Like many members of the small but fervent RSS community, I was upset to learn that Google was discontinuing its Reader product. For those of you that don’t know, Google Reader was a tool for reading RSS feeds, which are something between email and Twitter. Most websites these days have RSS feeds; you just don’t know it. You might’ve passed over it because a lot of times it’s listed right there along with Facebook, Twitter, Instagram, and all the rest. If a website doesn’t list it there, most browsers have the ability to detect hidden feeds. Notably, Google Chrome has always required an extension to have this ability. Foreshadowing, anyone?
What these feeds do is let you know when a website is updated. The difference between RSS and Twitter, though, is you can get all the content right there from the feed. Some sites opt out of this option and instead provide only a click-through so they can still get the ad revenue. There are also systems that allow you to embed ads in your RSS feeds.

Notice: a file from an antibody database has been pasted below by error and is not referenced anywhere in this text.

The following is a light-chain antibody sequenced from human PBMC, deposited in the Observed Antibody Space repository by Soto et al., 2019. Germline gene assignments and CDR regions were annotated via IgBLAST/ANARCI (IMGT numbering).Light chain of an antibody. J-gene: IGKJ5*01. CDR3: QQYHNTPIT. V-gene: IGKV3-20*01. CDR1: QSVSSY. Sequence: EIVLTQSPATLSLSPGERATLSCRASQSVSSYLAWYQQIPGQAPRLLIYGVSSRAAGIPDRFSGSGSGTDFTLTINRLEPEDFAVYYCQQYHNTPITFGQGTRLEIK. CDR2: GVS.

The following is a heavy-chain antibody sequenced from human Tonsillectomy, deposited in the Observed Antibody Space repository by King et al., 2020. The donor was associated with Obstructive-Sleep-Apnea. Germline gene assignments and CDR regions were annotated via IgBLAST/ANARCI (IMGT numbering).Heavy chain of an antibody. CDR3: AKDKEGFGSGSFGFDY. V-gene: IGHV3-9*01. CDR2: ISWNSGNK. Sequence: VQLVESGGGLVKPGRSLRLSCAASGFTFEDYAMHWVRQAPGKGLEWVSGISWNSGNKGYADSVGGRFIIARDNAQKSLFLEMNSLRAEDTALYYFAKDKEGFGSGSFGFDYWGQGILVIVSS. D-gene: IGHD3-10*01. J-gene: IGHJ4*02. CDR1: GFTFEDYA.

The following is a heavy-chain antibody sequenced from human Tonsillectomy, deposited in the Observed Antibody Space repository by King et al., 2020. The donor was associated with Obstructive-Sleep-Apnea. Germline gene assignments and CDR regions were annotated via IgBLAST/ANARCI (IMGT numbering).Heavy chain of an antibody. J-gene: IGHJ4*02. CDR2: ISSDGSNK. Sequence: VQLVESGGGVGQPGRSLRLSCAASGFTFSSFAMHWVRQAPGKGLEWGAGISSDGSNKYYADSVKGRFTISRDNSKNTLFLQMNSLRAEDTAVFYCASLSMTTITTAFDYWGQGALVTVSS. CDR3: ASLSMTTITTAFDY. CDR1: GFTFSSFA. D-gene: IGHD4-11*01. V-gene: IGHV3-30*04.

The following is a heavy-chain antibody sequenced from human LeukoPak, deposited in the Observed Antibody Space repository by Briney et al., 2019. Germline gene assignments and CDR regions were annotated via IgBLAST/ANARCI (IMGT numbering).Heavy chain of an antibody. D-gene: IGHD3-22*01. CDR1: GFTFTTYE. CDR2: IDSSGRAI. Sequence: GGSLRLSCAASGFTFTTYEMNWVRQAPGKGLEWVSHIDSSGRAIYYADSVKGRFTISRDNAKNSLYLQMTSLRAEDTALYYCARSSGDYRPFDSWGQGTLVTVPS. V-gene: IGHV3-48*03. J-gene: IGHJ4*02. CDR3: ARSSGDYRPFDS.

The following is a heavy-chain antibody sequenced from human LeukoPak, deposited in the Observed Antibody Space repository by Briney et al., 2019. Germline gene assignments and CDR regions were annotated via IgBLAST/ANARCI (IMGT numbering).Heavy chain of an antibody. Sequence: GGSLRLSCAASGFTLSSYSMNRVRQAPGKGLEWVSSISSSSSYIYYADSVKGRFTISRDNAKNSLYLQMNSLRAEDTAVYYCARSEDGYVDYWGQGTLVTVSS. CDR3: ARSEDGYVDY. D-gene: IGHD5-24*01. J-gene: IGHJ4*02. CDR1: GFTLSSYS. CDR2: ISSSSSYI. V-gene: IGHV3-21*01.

So the updates come through a program like Reader and are listed like email with an unread count. This is my favorite feature and is why I still prefer the RSS system to Twitter, though I use both. You could go a few days without checking Reader and you won’t have missed anything. If you spend an hour away from Twitter the party’s already over. One other difference Reader has from email is that when you get the update and read it, or mark it as read, it disappears. It’s not a saved file like an email, although you can mark it unread or save it for later some other way.
The thing about Google Reader was that, because it was Google, it was centralized, connected to your Gmail, and essentially flattened the competition. And now that Google’s letting it go, what are we to do? Luckily, the RSS community is one made up of power users and they aren’t going to let the system die on them. Lots of new systems are springing up in Reader’s place, and some are offering innovative features that Google’s aging system didn’t have. The lead contenders at the moment include Feedly, Pulse, The Old Reader, and a wide variety of others. Digg has even announced plans to build their own reader. It looks like there won’t be a shortage of alternatives once Reader disappears on July 1st, and a part of me is looking forward to trying something new. Time will tell, however, if any of them will fill the void left by Reader. And if not, maybe that’s not such a bad thing.